I devised and taught a tobacco course at Addis Ababa University Medical School to educate medical and other students about tobacco issues, and I had repeatedly asked them how it could be that Ethiopia was still one of a handful of countries that had not yet ratified (put into law) the WHO FCTC tobacco treaty, which it had signed 9 years previously. By the way, I had a great deal of difficulty in getting this course approved, such is the control of Ethiopian universities by the federal government.
Why hadn’t Dr Tedros Adhanom, who was Minister of Health from 2005 to 2012, Foreign Minister from 2012 to 2016, and now WHO Director General, pushed to ratify the WHO FCTC treaty, given his stated concerns for escalating prevalence of non-communicable diseases (NCDs) in developing countries?
Those posters bothered me so much that I decided to contact the internationally renowned medical journal, The Lancet, about them. I sent photos of the posters and described my experience with them. The Lancet willingly published them. Here is the link to the article:
At the time, I was afraid of getting into trouble for writing such an article, and friends had told me to be careful because the government in Ethiopia could throw me out of the country for criticising it, so I asked the Lancet editor for my identity to be anonymous.
This is the state of Ethiopia: everyone is afraid to even whisper anything that criticizes the Ethiopian government, for fear of being punished.
Ethiopia finally ratified the WHO FCTC tobacco treaty in 2014. Not long- within a month- after the Lancet article bringing attention to the Rothmans posters appeared, Ethiopian Parliament debated and approved the ratification of the WHO FCTC. I and many people there believe that the Lancet article was influential in bringing about ratification of the WHO FCTC, because the Ethiopian government had ignored ratification of this treaty for 10 years, since 2004, when it signed (but did not ratify) the treaty.
It worried me also that, soon after Ethiopia officially ratified the WHO FCTC treaty, the government, through its own tobacco monopoly, National Tobacco Enterprise (NTE), spent 140 million birr (US$7 million) on a machine that makes up to 12,000 cigarettes a minute:
US$7 million is a huge amount of money in Ethiopia. It could be used for more humanitarian and ethical purposes, rather than for buying a cigarette-making machine!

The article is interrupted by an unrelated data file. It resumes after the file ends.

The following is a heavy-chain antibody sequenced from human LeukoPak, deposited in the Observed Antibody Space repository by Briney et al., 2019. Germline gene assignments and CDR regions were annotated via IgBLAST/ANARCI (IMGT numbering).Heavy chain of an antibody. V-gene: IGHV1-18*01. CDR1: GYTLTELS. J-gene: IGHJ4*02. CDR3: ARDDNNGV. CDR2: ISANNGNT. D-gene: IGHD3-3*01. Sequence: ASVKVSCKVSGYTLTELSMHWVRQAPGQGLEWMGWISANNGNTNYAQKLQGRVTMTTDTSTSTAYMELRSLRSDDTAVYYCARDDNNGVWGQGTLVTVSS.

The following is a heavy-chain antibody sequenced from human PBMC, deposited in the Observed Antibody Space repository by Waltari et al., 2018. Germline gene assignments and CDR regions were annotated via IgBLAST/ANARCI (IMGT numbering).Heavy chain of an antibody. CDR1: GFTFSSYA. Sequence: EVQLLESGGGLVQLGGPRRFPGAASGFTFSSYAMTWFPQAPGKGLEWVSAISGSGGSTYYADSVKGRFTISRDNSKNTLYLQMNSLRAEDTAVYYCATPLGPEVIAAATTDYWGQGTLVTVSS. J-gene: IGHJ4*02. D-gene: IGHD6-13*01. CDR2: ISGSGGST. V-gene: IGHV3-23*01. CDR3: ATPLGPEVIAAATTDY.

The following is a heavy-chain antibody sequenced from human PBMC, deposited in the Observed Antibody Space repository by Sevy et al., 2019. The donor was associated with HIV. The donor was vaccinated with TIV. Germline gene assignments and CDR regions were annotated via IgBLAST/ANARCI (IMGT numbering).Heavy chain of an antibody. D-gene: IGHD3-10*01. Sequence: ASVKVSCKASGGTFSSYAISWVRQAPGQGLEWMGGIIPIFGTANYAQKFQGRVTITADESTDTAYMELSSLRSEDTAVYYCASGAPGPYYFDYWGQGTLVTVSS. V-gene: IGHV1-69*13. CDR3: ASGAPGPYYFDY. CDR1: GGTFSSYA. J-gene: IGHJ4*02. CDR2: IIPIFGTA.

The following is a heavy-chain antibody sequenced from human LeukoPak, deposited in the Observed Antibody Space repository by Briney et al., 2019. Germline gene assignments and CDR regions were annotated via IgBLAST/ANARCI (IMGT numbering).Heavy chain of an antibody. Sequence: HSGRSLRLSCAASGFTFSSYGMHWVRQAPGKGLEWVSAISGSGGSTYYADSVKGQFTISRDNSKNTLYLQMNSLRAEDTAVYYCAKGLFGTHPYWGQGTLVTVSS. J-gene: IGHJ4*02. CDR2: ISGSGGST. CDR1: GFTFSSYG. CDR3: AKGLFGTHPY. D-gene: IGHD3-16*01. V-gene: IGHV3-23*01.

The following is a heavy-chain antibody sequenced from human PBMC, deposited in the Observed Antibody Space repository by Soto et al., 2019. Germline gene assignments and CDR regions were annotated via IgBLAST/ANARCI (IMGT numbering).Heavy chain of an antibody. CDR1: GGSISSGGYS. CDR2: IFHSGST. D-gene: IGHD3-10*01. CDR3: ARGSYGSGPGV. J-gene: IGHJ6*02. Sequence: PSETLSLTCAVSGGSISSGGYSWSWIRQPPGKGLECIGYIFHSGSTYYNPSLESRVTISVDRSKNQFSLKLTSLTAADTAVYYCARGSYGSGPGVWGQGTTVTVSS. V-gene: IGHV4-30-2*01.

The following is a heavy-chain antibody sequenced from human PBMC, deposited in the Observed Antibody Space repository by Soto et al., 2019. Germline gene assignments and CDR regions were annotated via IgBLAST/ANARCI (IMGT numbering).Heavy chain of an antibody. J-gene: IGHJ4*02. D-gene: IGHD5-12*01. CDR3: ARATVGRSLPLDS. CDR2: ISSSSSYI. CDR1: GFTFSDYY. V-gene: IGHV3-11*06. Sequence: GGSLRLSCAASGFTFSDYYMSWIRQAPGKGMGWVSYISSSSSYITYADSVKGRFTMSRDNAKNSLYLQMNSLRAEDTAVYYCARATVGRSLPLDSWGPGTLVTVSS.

NTE also increased production of cigarettes for the domestic market from 4 billion to 6 billion cigarettes a year, and states on its web site that it plans to expand its tobacco fields and sell more cigarettes to meet what it claims to be Ethiopian peoples’ “demand” for more cigarettes:
Was Health Minister, Dr Kesetebirhan Admasu, aware of the expensive cigarette-producing machine and the posters, and the increased cigarette production that could devastate the health of his fellow Ethiopian citizens; that could jeopardise, through increased smoking rates, tuberculosis control programmes? NTE sells cigarettes mostly to its own citizens and Nyala, the main brand, is sold exclusively to the domestic market!
Smokers are twice as likely to get tuberculosis than non-smokers, and tuberculosis patients who smoke are twice as likely to die from tuberculosis than those who don’t smoke. Smoking, therefore, is a great hindrance to Ethiopia’s ability to conquer TB. Similarly, smoking increases morbidity and mortality of HIV, and there is the added health concern that those with HIV are more prone to TB, so we can imagine the problems of smokers with both HIV and TB!
Even more concerning, since this post first appeared, Japan Tobacco International acquired, in July 2016, 40% shares in National Tobacco Enterprise, Ethiopia’s government-owned tobacco company, with the presumed aim of increasing smoking prevalence in Ethiopia and adding to the epidemic of tobacco-related diseases there.
Japan Tobacco International paid the preposterous sum of US$510 million (10 billion Ethiopian birr) to the Ethiopian government to increase smoking rates and expand tobacco production in Ethiopia, at a time when 15 million Ethiopians were at risk from famine due to the severe drought caused by El Nino!
I lived and taught in Addis Ababa during this time. I devised and gave my own lecture course on tobacco education to students at Addis Ababa University. Many of my students were devastated and incredulous that their government would make such a huge tobacco deal.
I never heard the Minister of Health, Dr Kesetebirhan Admasu, or the previous Minister of Health, Dr Tedros Adhanom (now the WHO Director General!), say anything against this unhealthy deal! What were they thinking of?